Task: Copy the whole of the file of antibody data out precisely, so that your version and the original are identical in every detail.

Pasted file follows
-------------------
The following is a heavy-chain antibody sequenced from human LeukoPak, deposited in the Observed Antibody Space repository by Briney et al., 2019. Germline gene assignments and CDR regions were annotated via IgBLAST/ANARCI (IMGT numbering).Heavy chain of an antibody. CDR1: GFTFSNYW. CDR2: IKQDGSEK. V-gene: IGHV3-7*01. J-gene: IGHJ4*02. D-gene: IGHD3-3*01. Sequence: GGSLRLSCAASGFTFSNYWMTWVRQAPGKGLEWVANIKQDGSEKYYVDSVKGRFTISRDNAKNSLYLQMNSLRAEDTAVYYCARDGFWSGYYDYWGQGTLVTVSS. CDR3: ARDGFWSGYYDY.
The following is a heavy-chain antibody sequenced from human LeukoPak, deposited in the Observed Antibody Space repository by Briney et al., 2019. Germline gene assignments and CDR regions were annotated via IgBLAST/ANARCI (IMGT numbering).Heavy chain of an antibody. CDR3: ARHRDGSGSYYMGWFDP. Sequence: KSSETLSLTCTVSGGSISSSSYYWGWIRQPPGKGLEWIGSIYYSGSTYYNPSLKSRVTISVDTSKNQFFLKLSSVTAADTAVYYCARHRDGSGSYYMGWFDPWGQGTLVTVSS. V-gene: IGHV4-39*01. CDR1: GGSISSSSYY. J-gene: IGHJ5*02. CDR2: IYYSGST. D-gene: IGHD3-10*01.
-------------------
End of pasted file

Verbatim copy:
The following is a heavy-chain antibody sequenced from human LeukoPak, deposited in the Observed Antibody Space repository by Briney et al., 2019. Germline gene assignments and CDR regions were annotated via IgBLAST/ANARCI (IMGT numbering).Heavy chain of an antibody. CDR1: GFTFSNYW. CDR2: IKQDGSEK. V-gene: IGHV3-7*01. J-gene: IGHJ4*02. D-gene: IGHD3-3*01. Sequence: GGSLRLSCAASGFTFSNYWMTWVRQAPGKGLEWVANIKQDGSEKYYVDSVKGRFTISRDNAKNSLYLQMNSLRAEDTAVYYCARDGFWSGYYDYWGQGTLVTVSS. CDR3: ARDGFWSGYYDY.
The following is a heavy-chain antibody sequenced from human LeukoPak, deposited in the Observed Antibody Space repository by Briney et al., 2019. Germline gene assignments and CDR regions were annotated via IgBLAST/ANARCI (IMGT numbering).Heavy chain of an antibody. CDR3: ARHRDGSGSYYMGWFDP. Sequence: KSSETLSLTCTVSGGSISSSSYYWGWIRQPPGKGLEWIGSIYYSGSTYYNPSLKSRVTISVDTSKNQFFLKLSSVTAADTAVYYCARHRDGSGSYYMGWFDPWGQGTLVTVSS. V-gene: IGHV4-39*01. CDR1: GGSISSSSYY. J-gene: IGHJ5*02. CDR2: IYYSGST. D-gene: IGHD3-10*01.